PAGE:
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Magic: An Anthology of the Esoteric and Arcane
edited by Jonathan Oliver
Solaris, 271 pages

Magic: An Anthology of the Esoteric and Arcane
Jonathan Oliver
Jonathan Oliver is the Editor-in-Chief of Solaris and Abaddon Books. He is the author of two novels in the Twilight of Kerberos series, The Call of Kerberos and The Wrath of Kerberos, as well as a bunch of short stories that have appeared in a variety of places. He lives in Abingdon with his family.

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Past Feature Reviews
A review by Nathan Brazil

'What if it isn't?"

"Okay, quite apart from the various geographical issues involved, don't you think it's unlikely one man could have coordinated the careers of… what was it again? Wolsey, Cromwell, and James 1st and…and… Machiavelli? This Lucci chap would have had to be a very old man.

"He wasn't always called Lucci," he said.

Magic: An Anthology of the Esoteric and Arcane is a short sometimes sweet anthology, including the works of fifteen authors variously celebrated -- some deservedly so -- and others living on the fumes. There is no single theme to the collection, or anything to connect the individual plots, but the overall tone is a dark one, and concerns the dangers to both the victims and the practitioners whenever the power of magic is abused. Exactly how said magic works and the rules that govern it also vary greatly between authors, which comes in handy for readers who find they don't like a particular contribution. Something different is only ever a few page turns away.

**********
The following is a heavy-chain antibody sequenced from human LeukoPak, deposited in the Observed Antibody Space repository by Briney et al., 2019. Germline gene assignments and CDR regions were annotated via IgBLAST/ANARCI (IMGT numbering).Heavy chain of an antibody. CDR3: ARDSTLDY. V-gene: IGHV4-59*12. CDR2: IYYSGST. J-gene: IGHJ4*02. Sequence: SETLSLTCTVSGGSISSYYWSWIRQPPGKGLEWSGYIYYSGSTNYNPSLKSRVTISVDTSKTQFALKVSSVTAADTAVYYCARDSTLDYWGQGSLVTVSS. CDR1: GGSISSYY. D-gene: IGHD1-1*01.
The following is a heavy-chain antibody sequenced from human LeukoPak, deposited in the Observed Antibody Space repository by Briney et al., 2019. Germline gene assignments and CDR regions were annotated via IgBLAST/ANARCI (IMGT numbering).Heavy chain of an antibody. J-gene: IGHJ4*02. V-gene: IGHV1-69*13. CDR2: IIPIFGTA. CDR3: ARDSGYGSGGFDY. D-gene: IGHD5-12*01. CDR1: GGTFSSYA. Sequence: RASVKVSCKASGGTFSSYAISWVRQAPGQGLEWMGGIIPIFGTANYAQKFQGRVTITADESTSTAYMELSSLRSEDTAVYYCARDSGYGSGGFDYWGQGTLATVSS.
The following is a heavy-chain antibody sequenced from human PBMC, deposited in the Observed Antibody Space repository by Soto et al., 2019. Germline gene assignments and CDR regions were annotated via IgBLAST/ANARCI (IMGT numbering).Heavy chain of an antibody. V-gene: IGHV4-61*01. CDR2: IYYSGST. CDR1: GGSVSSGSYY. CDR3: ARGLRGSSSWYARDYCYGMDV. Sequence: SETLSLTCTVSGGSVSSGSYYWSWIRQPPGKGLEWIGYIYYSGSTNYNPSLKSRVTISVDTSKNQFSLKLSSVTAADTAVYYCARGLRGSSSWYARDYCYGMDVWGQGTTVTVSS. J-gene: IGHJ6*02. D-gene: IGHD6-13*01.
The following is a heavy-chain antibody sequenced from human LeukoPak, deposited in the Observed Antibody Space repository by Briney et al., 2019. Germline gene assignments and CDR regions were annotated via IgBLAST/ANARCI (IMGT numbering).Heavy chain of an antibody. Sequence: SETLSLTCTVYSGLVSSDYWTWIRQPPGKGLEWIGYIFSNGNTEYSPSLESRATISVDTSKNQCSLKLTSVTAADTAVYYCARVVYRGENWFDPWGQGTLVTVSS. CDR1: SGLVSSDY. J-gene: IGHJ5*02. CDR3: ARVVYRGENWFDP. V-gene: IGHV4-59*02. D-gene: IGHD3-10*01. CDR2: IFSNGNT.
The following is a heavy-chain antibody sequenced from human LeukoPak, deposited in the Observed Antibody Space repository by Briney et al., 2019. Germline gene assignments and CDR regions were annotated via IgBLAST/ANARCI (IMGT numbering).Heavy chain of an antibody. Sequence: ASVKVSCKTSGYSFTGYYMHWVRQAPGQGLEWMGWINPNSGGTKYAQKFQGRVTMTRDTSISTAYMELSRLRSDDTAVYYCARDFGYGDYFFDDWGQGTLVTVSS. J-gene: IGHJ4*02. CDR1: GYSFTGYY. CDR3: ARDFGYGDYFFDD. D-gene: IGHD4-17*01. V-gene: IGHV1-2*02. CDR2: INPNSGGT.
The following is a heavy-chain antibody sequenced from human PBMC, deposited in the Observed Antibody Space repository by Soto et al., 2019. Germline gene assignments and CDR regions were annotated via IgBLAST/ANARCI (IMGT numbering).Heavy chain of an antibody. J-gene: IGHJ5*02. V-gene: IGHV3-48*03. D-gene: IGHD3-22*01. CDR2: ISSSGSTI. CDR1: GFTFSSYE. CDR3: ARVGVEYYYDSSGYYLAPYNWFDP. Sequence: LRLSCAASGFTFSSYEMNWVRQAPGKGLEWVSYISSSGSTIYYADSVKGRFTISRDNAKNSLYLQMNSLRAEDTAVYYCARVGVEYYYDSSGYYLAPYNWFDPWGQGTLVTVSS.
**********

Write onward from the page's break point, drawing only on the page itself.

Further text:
The majority of the works on offer here are set firmly in the real world, albeit places where forms of magic -- or at least the existence of supernature -- are accepted and recognised as a part of reality. As is to be expected, some stars shine brighter than others, and a couple of contributions are clearly cobbled together efforts which do not stretch the muscles of the imagination very much. Among the better examples are "The Baby," a magical horror story by Christopher Fowler, featuring a teen girl impregnated by her musician idol, who finds the solution to her troubles is worse than accepting them. Dan Abnett's "Party Tricks" combines the smouldering evil of political manipulation with subtle magics, ending with a nice twist that may befuddle some readers. "If I Die, Kill My Cat" by Sarah Lotz is a quirky inclusion with a refreshingly different setting, and Gail Z. Martin's "Buttons" uses characters from her Deadly Curiosities universe to tell a straightforward, but nevertheless charming tale about a woman with the talent to discern psychic impressions from everyday objects. Perhaps the star inclusion, in terms of previous literary plaudits if not outright creativity, comes from Audrey Niffenegger, whose work "The Wrong Fairy" concerns the otherworldly visions of Conan Doyle's dying father.

Did I like this work? Yes, but I'd have to admit to it being in fits and starts. Not everything worked as well as it could have, which given the names involved was a little disappointing. It's not the most stellar collection ever released, but Magic: An Anthology of the Esoteric and Arcane has its fair share of sparkle, and the better work outweighs the lesser material. Editor Jonathan Oliver has done a good job of choosing stories that introduce the writers featured, whose efforts will either encourage readers to seek out more, or help them know who they prefer to steer clear of in future. In some measure, a win-win.

Copyright © 2013 Nathan Brazil

Nathan Brazil
If Nathan Brazil were dyslexic, he'd be the dog of the Well world. In reality, he's an English bloke who lives on an island, reading, writing and throwing chips to the seagulls. Drop by his web site at

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